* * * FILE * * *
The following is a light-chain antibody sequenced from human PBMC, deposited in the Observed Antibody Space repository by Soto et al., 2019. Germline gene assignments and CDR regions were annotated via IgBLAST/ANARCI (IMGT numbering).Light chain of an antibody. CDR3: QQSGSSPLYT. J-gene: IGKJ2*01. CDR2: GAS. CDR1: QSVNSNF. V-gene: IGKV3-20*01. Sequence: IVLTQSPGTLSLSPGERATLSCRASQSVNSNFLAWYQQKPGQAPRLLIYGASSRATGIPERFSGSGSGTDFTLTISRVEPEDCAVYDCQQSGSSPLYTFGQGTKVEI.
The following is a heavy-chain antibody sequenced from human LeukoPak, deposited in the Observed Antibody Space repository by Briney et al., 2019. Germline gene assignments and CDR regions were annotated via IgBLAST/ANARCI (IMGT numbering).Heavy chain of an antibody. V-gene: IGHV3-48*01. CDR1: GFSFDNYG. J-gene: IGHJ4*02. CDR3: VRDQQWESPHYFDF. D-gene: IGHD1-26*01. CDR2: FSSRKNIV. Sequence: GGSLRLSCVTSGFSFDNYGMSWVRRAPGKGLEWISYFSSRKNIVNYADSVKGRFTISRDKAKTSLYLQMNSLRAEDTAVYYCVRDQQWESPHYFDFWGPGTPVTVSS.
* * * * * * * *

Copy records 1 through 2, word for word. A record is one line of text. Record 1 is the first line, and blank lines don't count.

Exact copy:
The following is a light-chain antibody sequenced from human PBMC, deposited in the Observed Antibody Space repository by Soto et al., 2019. Germline gene assignments and CDR regions were annotated via IgBLAST/ANARCI (IMGT numbering).Light chain of an antibody. CDR3: QQSGSSPLYT. J-gene: IGKJ2*01. CDR2: GAS. CDR1: QSVNSNF. V-gene: IGKV3-20*01. Sequence: IVLTQSPGTLSLSPGERATLSCRASQSVNSNFLAWYQQKPGQAPRLLIYGASSRATGIPERFSGSGSGTDFTLTISRVEPEDCAVYDCQQSGSSPLYTFGQGTKVEI.
The following is a heavy-chain antibody sequenced from human LeukoPak, deposited in the Observed Antibody Space repository by Briney et al., 2019. Germline gene assignments and CDR regions were annotated via IgBLAST/ANARCI (IMGT numbering).Heavy chain of an antibody. V-gene: IGHV3-48*01. CDR1: GFSFDNYG. J-gene: IGHJ4*02. CDR3: VRDQQWESPHYFDF. D-gene: IGHD1-26*01. CDR2: FSSRKNIV. Sequence: GGSLRLSCVTSGFSFDNYGMSWVRRAPGKGLEWISYFSSRKNIVNYADSVKGRFTISRDKAKTSLYLQMNSLRAEDTAVYYCVRDQQWESPHYFDFWGPGTPVTVSS.